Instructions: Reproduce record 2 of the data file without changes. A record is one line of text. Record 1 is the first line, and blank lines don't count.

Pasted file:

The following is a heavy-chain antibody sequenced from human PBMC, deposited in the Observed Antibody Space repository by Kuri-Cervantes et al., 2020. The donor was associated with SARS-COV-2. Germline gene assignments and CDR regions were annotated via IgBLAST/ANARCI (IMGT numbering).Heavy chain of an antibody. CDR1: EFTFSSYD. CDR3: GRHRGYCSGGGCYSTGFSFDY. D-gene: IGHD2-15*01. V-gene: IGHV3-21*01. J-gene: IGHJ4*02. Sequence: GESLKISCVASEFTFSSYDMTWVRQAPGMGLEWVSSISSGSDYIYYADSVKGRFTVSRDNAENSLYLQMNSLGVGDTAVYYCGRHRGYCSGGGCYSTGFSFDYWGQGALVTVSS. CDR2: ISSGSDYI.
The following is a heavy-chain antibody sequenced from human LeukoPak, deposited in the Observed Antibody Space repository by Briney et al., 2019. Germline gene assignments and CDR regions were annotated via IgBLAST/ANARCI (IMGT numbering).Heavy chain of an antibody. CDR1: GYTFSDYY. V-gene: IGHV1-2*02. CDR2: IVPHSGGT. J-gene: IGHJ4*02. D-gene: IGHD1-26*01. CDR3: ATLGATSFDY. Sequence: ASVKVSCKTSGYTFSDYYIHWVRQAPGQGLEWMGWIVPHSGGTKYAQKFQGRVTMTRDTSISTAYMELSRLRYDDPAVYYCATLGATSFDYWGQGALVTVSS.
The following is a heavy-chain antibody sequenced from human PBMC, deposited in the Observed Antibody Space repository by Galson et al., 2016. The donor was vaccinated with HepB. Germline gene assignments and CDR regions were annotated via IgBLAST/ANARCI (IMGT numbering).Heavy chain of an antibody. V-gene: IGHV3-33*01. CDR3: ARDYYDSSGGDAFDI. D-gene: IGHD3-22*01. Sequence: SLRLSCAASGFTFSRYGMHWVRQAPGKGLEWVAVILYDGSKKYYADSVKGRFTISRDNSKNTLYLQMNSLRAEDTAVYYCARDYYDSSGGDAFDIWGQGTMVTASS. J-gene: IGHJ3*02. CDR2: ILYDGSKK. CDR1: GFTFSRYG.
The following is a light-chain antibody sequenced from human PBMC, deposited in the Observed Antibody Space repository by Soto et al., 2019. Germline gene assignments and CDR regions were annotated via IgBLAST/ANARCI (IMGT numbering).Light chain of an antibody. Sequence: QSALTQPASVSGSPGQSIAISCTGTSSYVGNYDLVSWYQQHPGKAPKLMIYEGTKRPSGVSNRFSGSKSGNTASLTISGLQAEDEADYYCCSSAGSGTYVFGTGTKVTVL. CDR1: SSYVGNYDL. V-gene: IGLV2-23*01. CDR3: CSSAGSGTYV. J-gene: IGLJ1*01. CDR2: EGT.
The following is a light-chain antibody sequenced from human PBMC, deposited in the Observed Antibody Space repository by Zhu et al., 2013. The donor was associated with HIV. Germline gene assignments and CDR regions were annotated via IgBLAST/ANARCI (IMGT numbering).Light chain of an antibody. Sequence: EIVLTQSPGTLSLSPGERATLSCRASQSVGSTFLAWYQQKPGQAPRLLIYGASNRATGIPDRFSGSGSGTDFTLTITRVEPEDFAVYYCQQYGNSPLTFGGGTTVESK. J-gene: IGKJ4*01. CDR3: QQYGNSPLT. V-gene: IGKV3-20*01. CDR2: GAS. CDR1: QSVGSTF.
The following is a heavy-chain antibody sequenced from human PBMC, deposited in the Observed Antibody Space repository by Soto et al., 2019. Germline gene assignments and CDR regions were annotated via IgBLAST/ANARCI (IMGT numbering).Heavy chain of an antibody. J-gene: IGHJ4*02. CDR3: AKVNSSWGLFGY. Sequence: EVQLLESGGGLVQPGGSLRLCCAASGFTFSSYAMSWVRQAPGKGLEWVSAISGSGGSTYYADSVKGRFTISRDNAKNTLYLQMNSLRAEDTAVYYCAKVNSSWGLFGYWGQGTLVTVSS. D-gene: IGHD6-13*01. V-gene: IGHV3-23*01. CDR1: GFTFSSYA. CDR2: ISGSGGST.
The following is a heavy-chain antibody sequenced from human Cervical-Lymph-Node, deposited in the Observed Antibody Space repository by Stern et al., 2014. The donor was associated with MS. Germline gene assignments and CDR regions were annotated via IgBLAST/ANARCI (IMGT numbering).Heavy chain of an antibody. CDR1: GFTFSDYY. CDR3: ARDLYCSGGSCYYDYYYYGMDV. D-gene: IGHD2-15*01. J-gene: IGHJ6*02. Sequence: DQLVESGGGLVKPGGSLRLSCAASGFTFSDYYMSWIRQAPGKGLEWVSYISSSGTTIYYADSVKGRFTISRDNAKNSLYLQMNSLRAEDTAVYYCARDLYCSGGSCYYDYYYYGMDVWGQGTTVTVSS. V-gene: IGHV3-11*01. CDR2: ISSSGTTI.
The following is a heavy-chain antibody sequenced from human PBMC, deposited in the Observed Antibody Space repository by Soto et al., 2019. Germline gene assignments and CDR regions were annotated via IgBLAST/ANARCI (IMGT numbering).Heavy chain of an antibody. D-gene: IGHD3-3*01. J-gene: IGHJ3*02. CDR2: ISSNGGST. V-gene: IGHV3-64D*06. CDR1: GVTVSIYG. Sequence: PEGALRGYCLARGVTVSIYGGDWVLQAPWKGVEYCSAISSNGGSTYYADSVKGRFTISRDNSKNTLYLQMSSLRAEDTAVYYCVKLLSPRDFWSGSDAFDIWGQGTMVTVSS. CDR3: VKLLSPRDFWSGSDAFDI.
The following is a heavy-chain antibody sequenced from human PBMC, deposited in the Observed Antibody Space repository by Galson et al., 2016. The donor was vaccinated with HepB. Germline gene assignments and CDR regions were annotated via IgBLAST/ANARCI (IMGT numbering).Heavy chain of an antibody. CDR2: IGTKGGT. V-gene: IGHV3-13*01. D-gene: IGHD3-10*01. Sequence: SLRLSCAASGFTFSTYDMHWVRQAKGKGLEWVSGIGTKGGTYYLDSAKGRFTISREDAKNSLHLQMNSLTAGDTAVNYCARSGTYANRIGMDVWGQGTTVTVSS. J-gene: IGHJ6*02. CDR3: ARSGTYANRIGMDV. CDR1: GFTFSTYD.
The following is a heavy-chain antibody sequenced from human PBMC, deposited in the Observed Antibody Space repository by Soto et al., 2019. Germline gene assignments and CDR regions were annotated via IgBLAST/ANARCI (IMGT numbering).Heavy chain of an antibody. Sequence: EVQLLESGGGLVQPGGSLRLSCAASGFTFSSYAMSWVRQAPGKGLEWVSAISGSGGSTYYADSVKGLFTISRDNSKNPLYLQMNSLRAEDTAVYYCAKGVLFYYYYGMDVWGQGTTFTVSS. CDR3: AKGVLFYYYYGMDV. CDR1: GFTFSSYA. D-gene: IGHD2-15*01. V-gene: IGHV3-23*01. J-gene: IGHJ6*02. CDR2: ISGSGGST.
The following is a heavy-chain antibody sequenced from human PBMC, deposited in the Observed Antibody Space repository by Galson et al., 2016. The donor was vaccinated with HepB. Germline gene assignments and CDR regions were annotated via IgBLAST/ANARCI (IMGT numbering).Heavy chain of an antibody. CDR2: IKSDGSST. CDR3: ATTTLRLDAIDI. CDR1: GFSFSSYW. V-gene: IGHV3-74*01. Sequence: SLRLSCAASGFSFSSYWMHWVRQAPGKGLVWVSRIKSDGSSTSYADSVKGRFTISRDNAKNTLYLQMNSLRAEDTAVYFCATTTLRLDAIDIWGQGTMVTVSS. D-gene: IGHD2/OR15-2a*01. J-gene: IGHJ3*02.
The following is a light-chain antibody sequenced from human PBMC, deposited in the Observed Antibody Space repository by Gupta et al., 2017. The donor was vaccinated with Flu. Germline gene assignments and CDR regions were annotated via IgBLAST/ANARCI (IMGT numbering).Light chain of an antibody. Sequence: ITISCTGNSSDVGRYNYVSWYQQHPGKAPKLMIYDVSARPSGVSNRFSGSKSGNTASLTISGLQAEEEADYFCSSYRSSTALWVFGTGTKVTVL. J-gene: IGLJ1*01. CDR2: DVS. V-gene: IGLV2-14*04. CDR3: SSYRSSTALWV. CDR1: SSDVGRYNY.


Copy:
The following is a heavy-chain antibody sequenced from human LeukoPak, deposited in the Observed Antibody Space repository by Briney et al., 2019. Germline gene assignments and CDR regions were annotated via IgBLAST/ANARCI (IMGT numbering).Heavy chain of an antibody. CDR1: GYTFSDYY. V-gene: IGHV1-2*02. CDR2: IVPHSGGT. J-gene: IGHJ4*02. D-gene: IGHD1-26*01. CDR3: ATLGATSFDY. Sequence: ASVKVSCKTSGYTFSDYYIHWVRQAPGQGLEWMGWIVPHSGGTKYAQKFQGRVTMTRDTSISTAYMELSRLRYDDPAVYYCATLGATSFDYWGQGALVTVSS.